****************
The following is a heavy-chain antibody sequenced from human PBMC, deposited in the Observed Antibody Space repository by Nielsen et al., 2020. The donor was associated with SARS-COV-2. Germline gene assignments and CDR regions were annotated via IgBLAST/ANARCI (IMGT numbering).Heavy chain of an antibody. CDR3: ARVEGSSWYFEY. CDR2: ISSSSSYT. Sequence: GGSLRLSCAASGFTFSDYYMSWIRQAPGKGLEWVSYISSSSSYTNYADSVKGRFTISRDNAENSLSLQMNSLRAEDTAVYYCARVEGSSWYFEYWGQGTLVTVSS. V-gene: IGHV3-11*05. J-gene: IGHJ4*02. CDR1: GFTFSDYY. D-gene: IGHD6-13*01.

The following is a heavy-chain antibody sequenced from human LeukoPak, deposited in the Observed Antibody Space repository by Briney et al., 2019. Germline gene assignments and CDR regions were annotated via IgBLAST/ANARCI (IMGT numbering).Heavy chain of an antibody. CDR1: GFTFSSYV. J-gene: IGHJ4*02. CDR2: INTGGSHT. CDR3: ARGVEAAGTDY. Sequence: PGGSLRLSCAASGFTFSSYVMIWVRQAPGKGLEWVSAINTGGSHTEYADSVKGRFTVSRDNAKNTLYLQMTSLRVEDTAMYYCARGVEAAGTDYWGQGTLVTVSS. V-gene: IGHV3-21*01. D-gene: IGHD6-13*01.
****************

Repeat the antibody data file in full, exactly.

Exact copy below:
The following is a heavy-chain antibody sequenced from human PBMC, deposited in the Observed Antibody Space repository by Nielsen et al., 2020. The donor was associated with SARS-COV-2. Germline gene assignments and CDR regions were annotated via IgBLAST/ANARCI (IMGT numbering).Heavy chain of an antibody. CDR3: ARVEGSSWYFEY. CDR2: ISSSSSYT. Sequence: GGSLRLSCAASGFTFSDYYMSWIRQAPGKGLEWVSYISSSSSYTNYADSVKGRFTISRDNAENSLSLQMNSLRAEDTAVYYCARVEGSSWYFEYWGQGTLVTVSS. V-gene: IGHV3-11*05. J-gene: IGHJ4*02. CDR1: GFTFSDYY. D-gene: IGHD6-13*01.

The following is a heavy-chain antibody sequenced from human LeukoPak, deposited in the Observed Antibody Space repository by Briney et al., 2019. Germline gene assignments and CDR regions were annotated via IgBLAST/ANARCI (IMGT numbering).Heavy chain of an antibody. CDR1: GFTFSSYV. J-gene: IGHJ4*02. CDR2: INTGGSHT. CDR3: ARGVEAAGTDY. Sequence: PGGSLRLSCAASGFTFSSYVMIWVRQAPGKGLEWVSAINTGGSHTEYADSVKGRFTVSRDNAKNTLYLQMTSLRVEDTAMYYCARGVEAAGTDYWGQGTLVTVSS. V-gene: IGHV3-21*01. D-gene: IGHD6-13*01.